IMF cuts growth outlook for Latin America on global weakness

The International Monetary Fund cut its growth forecasts for Latin America on Monday against a backdrop of deteriorating global growth and contagion risks if the euro zone crisis deepens and China's growth slows more than expected.

The IMF said overall growth in Latin America and the Caribbean would moderate to 3.2 percent this year - from 3.4 percent forecast in July. It still sees a pick-up in 2013, but trimmed its forecast to a 3.9 percent expansion next year, from 4.2 percent seen in July.

Growth expectations for both Brazil and Mexico - the region's two biggest economies - were also trimmed back. The IMF said central banks might have to cut interest rates if the global downturn intensified, although they still had to be alert to high inflation.

"Policymakers in the region must be alert to spillovers from weaker prospects in advanced economies and major emerging markets outside the region, volatile capital flows, and emerging domestic financial risks," the IMF said in its latest World Economic Outlook.

"Monetary policy should be the first line of defense if global growth slows more than expected, especially in economies with established and tested inflation-targeting frameworks."

The United Nations' regional economic body has also cut its growth forecasts, along with some private sector economists, as commodity exports suffer due to weaker growth in China, one of Latin America's main trading partners.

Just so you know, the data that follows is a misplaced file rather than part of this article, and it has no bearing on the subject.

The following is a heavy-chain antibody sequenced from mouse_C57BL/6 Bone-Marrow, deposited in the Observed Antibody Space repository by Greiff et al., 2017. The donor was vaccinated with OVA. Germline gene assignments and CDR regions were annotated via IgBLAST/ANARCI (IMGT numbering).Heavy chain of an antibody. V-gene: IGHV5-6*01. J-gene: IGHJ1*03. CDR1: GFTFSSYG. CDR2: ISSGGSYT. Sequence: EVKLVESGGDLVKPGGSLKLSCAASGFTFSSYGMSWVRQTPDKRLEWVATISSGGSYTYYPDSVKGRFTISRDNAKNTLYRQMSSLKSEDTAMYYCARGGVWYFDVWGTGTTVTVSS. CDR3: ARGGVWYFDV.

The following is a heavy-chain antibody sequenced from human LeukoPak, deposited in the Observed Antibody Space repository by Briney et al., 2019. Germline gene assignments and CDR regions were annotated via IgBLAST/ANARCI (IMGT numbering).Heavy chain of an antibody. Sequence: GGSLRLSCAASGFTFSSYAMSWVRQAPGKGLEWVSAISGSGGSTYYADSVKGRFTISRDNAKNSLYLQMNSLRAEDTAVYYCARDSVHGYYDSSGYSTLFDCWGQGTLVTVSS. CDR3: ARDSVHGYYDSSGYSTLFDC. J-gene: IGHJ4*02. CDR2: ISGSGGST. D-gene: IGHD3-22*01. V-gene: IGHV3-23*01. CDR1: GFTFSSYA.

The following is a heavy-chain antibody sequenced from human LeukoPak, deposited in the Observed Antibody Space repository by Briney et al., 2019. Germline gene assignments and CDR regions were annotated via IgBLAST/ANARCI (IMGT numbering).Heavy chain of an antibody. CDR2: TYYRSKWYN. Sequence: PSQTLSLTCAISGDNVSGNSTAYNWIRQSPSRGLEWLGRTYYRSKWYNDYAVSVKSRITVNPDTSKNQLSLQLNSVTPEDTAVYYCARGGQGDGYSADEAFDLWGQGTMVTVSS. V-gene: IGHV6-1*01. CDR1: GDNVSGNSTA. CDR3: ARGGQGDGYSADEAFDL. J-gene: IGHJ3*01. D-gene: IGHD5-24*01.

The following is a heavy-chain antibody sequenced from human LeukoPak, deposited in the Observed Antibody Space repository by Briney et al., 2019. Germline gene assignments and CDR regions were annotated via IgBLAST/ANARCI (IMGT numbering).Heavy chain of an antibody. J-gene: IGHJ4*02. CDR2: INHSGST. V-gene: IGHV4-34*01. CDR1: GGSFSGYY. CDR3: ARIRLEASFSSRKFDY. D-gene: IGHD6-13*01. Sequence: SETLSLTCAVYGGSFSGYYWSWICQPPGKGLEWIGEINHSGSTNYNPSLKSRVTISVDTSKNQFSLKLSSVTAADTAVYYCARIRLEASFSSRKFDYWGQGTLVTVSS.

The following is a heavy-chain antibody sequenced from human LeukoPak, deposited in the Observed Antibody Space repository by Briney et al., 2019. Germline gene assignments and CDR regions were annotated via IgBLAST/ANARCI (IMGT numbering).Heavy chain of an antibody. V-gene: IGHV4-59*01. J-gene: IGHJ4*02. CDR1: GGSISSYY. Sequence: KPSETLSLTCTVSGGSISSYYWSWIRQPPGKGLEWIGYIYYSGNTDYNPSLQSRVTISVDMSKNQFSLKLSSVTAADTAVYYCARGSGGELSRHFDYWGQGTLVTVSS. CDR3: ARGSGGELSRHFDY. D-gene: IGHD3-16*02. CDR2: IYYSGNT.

An assessment of spillover risks showed Latin America would be one of the regions to be hardest-hit from a sharper-than-expected slowdown in China, the IMF said. The region could also suffer more than others if the United States fails to avoid the "fiscal cliff," a tightening in fiscal policy in 2013.

Although near-term growth risks were to the downside, recent policy easing - in countries including Brazil and Colombia - should support a re-acceleration later in the year.

The IMF said it expected domestic demand to lead the way in Brazil, where growth was seen picking up to 4.0 percent in 2013, after an expected 1.5 percent expansion this year. In July, the IMF had seen 2.5 percent growth in 2012 and 4.6 percent in 2013.

Mexico's outlook was trimmed slightly to 3.8 percent in 2012 and 3.5 percent in 2013, both down 0.1 percentage points from July. Peru was expected to grow the fastest, at 6 percent this year and 5.8 percent in 2013, followed by Venezuela on 5.7 percent in 2012 but with a sharp slowing to 3.3 percent in 2013.

Chile and Colombia were both forecast to grow 4.4 percent in 2013 after expected 5 percent growth in Chile this year and predicted growth in Colombia of 4.3 percent.

The IMF warned that Venezuela and Argentina were particularly at risk of upside pressure on inflation, although this remained above the mid-point of the target range in many countries.

Argentina, which has been locked in a dispute with the IMF over its inflation and growth statistics, was seen growing at 2.6 percent in 2012 and 3.1 percent in 2013, while official inflation was seen at 9.9 percent this year and 9.7 percent in 2013.

(Reporting by Krista Hughes; editing by Andrew Hay)